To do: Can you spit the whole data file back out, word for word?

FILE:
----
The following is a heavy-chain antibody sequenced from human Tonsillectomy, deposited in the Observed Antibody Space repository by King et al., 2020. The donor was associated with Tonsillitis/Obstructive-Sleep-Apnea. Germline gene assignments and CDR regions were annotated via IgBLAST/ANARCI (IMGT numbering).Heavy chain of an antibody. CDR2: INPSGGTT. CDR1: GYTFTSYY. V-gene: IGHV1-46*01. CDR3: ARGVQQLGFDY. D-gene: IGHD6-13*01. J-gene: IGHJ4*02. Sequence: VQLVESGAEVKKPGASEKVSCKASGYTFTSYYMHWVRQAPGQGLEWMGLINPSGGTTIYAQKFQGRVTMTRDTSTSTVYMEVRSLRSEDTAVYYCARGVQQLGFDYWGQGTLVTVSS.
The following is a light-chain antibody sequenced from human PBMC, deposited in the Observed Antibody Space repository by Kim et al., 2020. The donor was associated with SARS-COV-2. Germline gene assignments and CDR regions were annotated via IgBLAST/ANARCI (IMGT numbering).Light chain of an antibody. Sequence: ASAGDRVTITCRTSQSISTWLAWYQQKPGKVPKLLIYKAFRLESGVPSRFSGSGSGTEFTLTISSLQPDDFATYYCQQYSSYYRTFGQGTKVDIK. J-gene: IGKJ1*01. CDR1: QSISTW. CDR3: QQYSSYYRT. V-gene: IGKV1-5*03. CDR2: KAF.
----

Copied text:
The following is a heavy-chain antibody sequenced from human Tonsillectomy, deposited in the Observed Antibody Space repository by King et al., 2020. The donor was associated with Tonsillitis/Obstructive-Sleep-Apnea. Germline gene assignments and CDR regions were annotated via IgBLAST/ANARCI (IMGT numbering).Heavy chain of an antibody. CDR2: INPSGGTT. CDR1: GYTFTSYY. V-gene: IGHV1-46*01. CDR3: ARGVQQLGFDY. D-gene: IGHD6-13*01. J-gene: IGHJ4*02. Sequence: VQLVESGAEVKKPGASEKVSCKASGYTFTSYYMHWVRQAPGQGLEWMGLINPSGGTTIYAQKFQGRVTMTRDTSTSTVYMEVRSLRSEDTAVYYCARGVQQLGFDYWGQGTLVTVSS.
The following is a light-chain antibody sequenced from human PBMC, deposited in the Observed Antibody Space repository by Kim et al., 2020. The donor was associated with SARS-COV-2. Germline gene assignments and CDR regions were annotated via IgBLAST/ANARCI (IMGT numbering).Light chain of an antibody. Sequence: ASAGDRVTITCRTSQSISTWLAWYQQKPGKVPKLLIYKAFRLESGVPSRFSGSGSGTEFTLTISSLQPDDFATYYCQQYSSYYRTFGQGTKVDIK. J-gene: IGKJ1*01. CDR1: QSISTW. CDR3: QQYSSYYRT. V-gene: IGKV1-5*03. CDR2: KAF.